C. Additional Factors That Can Be Used to
         Make Assumptions About the Possibility
         of Success
         1. The United States' Ranking in Transparency
            International's 2004 Corruption
            Perception Index and Its 2002
            Bribes Perception Index (as an
            Indicator of the Effect of Legislation,
            Regulation, and Judicial Decisions
            in the United States after 1977)
            a. 

The rest of this article is only available to active members of Questia

Sign up now for a free, 1-day trial and receive full access to:

  • Questia's entire collection
  • Automatic bibliography creation
  • More helpful research tools like notes, citations, and highlights
  • Ad-free environment

Already a member? Log in now.

Notes for this article

Add a new note
If you are trying to select text to create highlights or citations, remember that you must now click or tap on the first word, and then click or tap on the last word.
One moment ...
Project items

Items saved from this article

This article has been saved
Highlights (0)
Some of your highlights are legacy items.

Highlights saved before July 30, 2012 will not be displayed on their respective source pages.

You can easily re-create the highlights by opening the book page or article, selecting the text, and clicking “Highlight.”

Citations (0)
Some of your citations are legacy items.

Any citation created before July 30, 2012 will labeled as a “Cited page.” New citations will be saved as cited passages, pages or articles.

We also added the ability to view new citations from your projects or the book or article where you created them.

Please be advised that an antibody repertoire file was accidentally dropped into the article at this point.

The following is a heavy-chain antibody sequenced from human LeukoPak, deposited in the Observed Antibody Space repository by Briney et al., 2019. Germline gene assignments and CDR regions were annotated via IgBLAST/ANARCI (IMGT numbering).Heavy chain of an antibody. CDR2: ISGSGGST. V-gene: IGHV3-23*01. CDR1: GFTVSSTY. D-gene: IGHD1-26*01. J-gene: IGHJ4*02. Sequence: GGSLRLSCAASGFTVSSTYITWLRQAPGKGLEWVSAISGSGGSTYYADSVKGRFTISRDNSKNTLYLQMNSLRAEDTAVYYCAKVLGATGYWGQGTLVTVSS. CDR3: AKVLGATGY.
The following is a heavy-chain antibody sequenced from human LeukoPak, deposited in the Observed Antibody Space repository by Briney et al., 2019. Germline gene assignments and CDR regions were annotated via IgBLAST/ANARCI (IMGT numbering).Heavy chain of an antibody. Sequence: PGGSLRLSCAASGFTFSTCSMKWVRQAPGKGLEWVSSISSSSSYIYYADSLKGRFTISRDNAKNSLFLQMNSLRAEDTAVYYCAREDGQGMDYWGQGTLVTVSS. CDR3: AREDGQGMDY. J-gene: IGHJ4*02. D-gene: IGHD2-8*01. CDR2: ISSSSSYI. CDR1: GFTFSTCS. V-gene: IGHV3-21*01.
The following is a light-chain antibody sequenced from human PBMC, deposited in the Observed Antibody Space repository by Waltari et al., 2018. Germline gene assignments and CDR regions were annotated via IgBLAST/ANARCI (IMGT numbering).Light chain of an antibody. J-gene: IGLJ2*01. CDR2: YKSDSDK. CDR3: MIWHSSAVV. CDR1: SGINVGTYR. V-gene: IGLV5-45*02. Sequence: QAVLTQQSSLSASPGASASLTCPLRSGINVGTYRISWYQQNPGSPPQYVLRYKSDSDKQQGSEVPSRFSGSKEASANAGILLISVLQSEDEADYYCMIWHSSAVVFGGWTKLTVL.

Notes (0)
Bookmarks (0)

You have no saved items from this article

Project items include:
  • Saved book/article
  • Highlights
  • Quotes/citations
  • Notes
  • Bookmarks
Notes
Cite this article

Cited article

Style
Citations are available only to our active members.
Sign up now to cite pages or passages in MLA, APA and Chicago citation styles.

(Einhorn, 1992, p. 25)

(Einhorn 25)

1

1. Lois J. Einhorn, Abraham Lincoln, the Orator: Penetrating the Lincoln Legend (Westport, CT: Greenwood Press, 1992), 25, http://www.questia.com/read/27419298.

Cited article

Assessing the Deterrent Effect of the Sarbanes-Oxley Act's Certification Provisions: A Comparative Analysis Using the Foreign Corrupt Practices Act
Settings

Settings

Typeface
Text size Smaller Larger
Search within

Search within this article

Look up

Look up a word

  • Dictionary
  • Thesaurus
Please submit a word or phrase above.
Print this page

Print this page

Why can't I print more than one page at a time?

Full screen

matching results for page

Cited passage

Style
Citations are available only to our active members.
Sign up now to cite pages or passages in MLA, APA and Chicago citation styles.

"Portraying himself as an honest, ordinary person helped Lincoln identify with his audiences." (Einhorn, 1992, p. 25).

"Portraying himself as an honest, ordinary person helped Lincoln identify with his audiences." (Einhorn 25)

"Portraying himself as an honest, ordinary person helped Lincoln identify with his audiences."1

1. Lois J. Einhorn, Abraham Lincoln, the Orator: Penetrating the Lincoln Legend (Westport, CT: Greenwood Press, 1992), 25, http://www.questia.com/read/27419298.

Cited passage

Welcome to the new Questia Reader

The Questia Reader has been updated to provide you with an even better online reading experience.  It is now 100% Responsive, which means you can read our books and articles on any sized device you wish.  All of your favorite tools like notes, highlights, and citations are still here, but the way you select text has been updated to be easier to use, especially on touchscreen devices.  Here's how:

1. Click or tap the first word you want to select.
2. Click or tap the last word you want to select.

OK, got it!

Thanks for trying Questia!

Please continue trying out our research tools, but please note, full functionality is available only to our active members.

Your work will be lost once you leave this Web page.

For full access in an ad-free environment, sign up now for a FREE, 1-day trial.

Already a member? Log in now.